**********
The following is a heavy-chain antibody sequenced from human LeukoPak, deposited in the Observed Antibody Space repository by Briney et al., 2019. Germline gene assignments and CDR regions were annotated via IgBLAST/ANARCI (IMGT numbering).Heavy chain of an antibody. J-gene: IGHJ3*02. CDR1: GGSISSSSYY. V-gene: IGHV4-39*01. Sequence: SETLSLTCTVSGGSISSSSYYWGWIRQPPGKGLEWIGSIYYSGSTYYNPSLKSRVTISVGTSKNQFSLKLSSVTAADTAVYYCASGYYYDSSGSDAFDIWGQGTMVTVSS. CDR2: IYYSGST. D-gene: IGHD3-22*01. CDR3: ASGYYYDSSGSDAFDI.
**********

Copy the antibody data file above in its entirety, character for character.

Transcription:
The following is a heavy-chain antibody sequenced from human LeukoPak, deposited in the Observed Antibody Space repository by Briney et al., 2019. Germline gene assignments and CDR regions were annotated via IgBLAST/ANARCI (IMGT numbering).Heavy chain of an antibody. J-gene: IGHJ3*02. CDR1: GGSISSSSYY. V-gene: IGHV4-39*01. Sequence: SETLSLTCTVSGGSISSSSYYWGWIRQPPGKGLEWIGSIYYSGSTYYNPSLKSRVTISVGTSKNQFSLKLSSVTAADTAVYYCASGYYYDSSGSDAFDIWGQGTMVTVSS. CDR2: IYYSGST. D-gene: IGHD3-22*01. CDR3: ASGYYYDSSGSDAFDI.